So far, I’m not seeing anything that constitutes a serious indictment of Paul, his campaign, or the movement surrounding his campaign — or at least nothing above and beyond other long-known plausible indictments of any or all of the three.

But, once again, this is just my initial impression, based on limited time and limited skills for digging through the dump. If anyone else is finding or seeing anything I’m missing or mis-interpreting, by all means let me know in comments, via contact form, etc.

As a side note, while I consider myself a member of Anonymous (expect us!) and while I’m happy to see A3P exposed, I was not involved in this operation nor did I have any foreknowledge of it.

If anyone has found more incriminating information in the data dump to back up the way it was characterized in the hackers’ message, please put sourced data in the comment section here.

In regards to some of the longer standing claims,

“Ron Paul’s racist politics and affiliations are already well known, being viciously anti-immigrant, anti-abortion and against gay marriage

Progressive blogger Punk Patriot writes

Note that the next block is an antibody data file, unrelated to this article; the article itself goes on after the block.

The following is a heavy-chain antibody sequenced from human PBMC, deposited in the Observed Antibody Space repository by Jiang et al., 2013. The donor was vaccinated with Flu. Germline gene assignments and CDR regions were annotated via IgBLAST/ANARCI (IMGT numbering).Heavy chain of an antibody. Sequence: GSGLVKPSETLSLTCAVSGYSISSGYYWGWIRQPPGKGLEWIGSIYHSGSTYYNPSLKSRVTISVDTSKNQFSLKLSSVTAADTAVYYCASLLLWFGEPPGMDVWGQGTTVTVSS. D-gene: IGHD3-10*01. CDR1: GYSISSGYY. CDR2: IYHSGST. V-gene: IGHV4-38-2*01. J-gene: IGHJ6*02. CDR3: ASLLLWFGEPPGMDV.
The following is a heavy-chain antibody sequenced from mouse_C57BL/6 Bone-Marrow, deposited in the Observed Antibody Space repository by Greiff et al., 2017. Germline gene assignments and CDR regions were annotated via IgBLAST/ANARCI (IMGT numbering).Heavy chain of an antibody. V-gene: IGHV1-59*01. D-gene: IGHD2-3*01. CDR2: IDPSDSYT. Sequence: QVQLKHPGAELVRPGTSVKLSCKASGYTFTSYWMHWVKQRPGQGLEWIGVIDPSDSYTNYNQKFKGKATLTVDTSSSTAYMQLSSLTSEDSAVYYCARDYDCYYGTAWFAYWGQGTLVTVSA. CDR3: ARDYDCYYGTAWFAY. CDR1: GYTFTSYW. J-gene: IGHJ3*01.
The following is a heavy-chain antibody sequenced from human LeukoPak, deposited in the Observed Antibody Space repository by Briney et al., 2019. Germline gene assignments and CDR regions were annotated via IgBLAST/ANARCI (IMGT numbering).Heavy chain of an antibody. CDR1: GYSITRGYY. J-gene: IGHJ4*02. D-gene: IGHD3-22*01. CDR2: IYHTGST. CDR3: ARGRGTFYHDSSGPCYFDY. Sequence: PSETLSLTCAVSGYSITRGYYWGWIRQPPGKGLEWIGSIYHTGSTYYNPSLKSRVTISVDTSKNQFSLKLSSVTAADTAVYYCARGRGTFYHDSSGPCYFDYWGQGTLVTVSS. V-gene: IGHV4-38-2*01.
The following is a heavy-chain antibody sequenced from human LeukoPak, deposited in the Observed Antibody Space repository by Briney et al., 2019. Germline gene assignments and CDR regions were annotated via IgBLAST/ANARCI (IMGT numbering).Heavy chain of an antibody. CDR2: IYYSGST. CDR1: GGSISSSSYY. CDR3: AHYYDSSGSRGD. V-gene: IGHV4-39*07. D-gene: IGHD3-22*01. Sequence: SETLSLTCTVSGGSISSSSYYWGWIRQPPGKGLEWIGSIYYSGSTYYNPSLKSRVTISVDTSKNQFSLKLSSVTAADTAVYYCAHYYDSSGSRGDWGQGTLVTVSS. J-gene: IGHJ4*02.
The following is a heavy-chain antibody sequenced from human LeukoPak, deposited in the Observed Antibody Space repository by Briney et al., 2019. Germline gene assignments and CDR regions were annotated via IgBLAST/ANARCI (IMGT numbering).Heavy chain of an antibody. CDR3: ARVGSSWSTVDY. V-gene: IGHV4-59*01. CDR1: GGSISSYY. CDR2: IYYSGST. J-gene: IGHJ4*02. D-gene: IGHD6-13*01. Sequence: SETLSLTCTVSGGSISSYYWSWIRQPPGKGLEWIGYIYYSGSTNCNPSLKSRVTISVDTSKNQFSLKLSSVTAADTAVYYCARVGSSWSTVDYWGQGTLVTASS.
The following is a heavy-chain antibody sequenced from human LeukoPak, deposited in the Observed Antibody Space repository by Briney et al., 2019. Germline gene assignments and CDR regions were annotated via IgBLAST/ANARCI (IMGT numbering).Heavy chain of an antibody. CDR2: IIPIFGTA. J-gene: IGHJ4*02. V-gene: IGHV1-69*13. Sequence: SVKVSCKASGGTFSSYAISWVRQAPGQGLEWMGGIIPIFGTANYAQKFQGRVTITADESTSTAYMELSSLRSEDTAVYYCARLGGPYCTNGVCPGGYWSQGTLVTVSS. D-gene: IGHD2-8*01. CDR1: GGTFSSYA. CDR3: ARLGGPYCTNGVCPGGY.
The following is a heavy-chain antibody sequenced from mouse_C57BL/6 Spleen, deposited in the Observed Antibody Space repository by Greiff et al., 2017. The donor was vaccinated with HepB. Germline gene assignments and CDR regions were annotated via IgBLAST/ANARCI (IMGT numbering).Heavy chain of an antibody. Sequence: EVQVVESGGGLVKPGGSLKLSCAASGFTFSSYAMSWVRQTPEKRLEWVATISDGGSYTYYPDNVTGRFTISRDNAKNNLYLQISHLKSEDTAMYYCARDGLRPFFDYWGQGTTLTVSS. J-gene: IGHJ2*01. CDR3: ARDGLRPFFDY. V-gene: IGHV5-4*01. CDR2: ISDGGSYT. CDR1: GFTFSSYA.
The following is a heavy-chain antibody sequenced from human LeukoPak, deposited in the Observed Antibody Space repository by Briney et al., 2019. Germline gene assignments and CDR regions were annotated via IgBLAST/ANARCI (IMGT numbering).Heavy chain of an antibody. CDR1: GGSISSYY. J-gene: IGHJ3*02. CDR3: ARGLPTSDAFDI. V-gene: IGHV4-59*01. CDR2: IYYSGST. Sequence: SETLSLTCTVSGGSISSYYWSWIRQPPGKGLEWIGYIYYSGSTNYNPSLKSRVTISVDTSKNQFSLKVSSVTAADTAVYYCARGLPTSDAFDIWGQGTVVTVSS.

Ron Paul is NOT anti-woman. Dr. Paul is a licensed physician who practiced obstetrics and gynecology prior to entering politics, assisting in the delivery of more than 4,000 babies over the course of his medical practice. He does personally hold socially conservative Christian values and believes that life begins at conception, but unlike many others in the Republican party he believes the federal government has no right to impose his socially conservative values on the entire nation. Dr. Paul consistently opposes a federal ban on abortion and believes quite reasonably that the question should be left up to the states (video here and here). Dr. Paul voted against the Child Interstate Abortion Notification Act, a bill designed to criminalize the transportation of pregnant minors across state lines with the intention of the minor obtaining an abortion. Dr. Paul voted against the misleadingly titled Population Planning Bill, a bill designed to forbid dispersal of aid funds to international women’s health groups that also perform abortions even though they are already prohibited from using those funds to cover abortion services. Dr. Paul also voted against the equally misleadingly titled Child Custody Protection Act, another bill intended to prohibit the transportation of a minor across state lines to avoid parental notification laws and obtain access to abortion services. Those are pretty progressive politics for a socially conservative pro-life Christian.